The RCMP admitted Friday that it brought Maher Arar to the attention of U.S. officials and then provided information used at the deportation hearing that sent him to the Middle East.
A censored report by a senior Mountie, tabled during in-camera proceedings inquiry examining the case of Mr. Arar, acknowledges that the force broke its own rules by giving information to U.S. intelligence officials without always insisting on strict conditions for its use.
“The manner in which the information was provided was not in accordance with RCMP policy,” says a copy of the report that was provided to globeandmail.com. “...This allowed U.S. agencies to use, or disseminate, that information as they deemed appropriate.”
The uncensored parts of the reports insist that no information was given directly to Syrian authorities, who held Mr. Arar for nearly a year, though it left unspoken the possibility that U.S. officials may have passed on such information.
The report makes it clear that, even before he was deported, the RCMP was keenly aware of the negative publicity that could stem from the case. A small meeting whose participants are not named in the report raises the concern that the U.S. might have been holding Mr. Arar solely to allow an interview by Canadian authorities.
“[If so], and if he did not co-operate and was subsequently sent to Syria then the perception could be damaging to the RCMP.”
The report insists that the RCMP did not know Mr. Arar was going to be deported and expected his return to Canada, noting that they had arranged surveillance for when he did arrive home.
Mr. Arar was accused of being a member of al-Qaeda and sent to the Middle East by U.S. authorities. Although he has continued to deny links to terrorism, he says Syrian officials tortured him repeatedly and kept him confined in a tiny cell.
While Mr. Arar was being held in the United States prior to his deportation, RCMP investigators considered flying to New York to try to question him themselves, the report says, but they could not get use of an official plane and deemed commercial flight too expensive.
The report, prepared by RCMP Chief Superintendent Brian Garvie, has had numerous sections blacked out and was formerly listed as a top-secret document. The omissions are extensive in several instances; for example, a chronology of the Arar case begins with nearly three blank pages.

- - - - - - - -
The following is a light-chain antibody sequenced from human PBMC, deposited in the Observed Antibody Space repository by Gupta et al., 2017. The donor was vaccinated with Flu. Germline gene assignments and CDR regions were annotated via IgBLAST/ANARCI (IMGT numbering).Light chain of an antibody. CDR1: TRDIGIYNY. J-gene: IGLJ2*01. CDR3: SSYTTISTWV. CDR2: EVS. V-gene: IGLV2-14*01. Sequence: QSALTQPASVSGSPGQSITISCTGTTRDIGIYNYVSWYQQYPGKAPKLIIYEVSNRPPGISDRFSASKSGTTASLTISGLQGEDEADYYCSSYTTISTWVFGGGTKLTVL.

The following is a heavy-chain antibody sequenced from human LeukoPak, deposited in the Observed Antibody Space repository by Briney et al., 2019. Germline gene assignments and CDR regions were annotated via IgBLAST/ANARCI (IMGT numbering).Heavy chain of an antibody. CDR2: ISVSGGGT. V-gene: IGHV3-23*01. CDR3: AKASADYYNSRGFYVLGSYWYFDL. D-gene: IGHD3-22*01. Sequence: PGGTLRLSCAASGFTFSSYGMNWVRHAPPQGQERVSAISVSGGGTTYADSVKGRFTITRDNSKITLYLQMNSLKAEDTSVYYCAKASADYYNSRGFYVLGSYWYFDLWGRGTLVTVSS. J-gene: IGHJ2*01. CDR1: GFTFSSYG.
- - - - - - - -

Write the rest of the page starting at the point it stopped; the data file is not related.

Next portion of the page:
The legible portion of the chronology begins in November, 2001, nearly 11 months before Mr. Arar was detained at one of New York's airports. He was stopped by U.S. officials in September, 2002 but came to the attention of Canadian authorities long before. In fact, the report explains, “U.S. authorities learned of [Mr. Arar] through a sharing of information between RCMP investigators and U.S. authorities.”
The report suggests that Canadian authorities provided their U.S. counterparts with a list of questions they had prepared months earlier for an interview with Mr. Arar that had never been conducted. There were no limits placed on what the recipients of this information could do with it and no supervisor signed off on the correspondence.
The report admits that the RCMP was ill-equipped to deal with the radically changed security environment ushered in by the 2001 terrorist attacks on the United States. The document acknowledges shortcomings at the force after the 2001 attacks.
“Both at headquarters and in the field, the RCMP did not have sufficient investigative expertise, nor did they have the capacity to efficiently and effectively deal with national security investigations overall.”
The report is the result of an investigation ordered last fall by Shirley Heafey, head of the Commission of Public Complaints against the RCMP. It was tabled at a probe headed by Justice Dennis O'Connor and known officially as the Commission of Inquiry into the Actions of Canadian Officials in Relation to Maher Arar.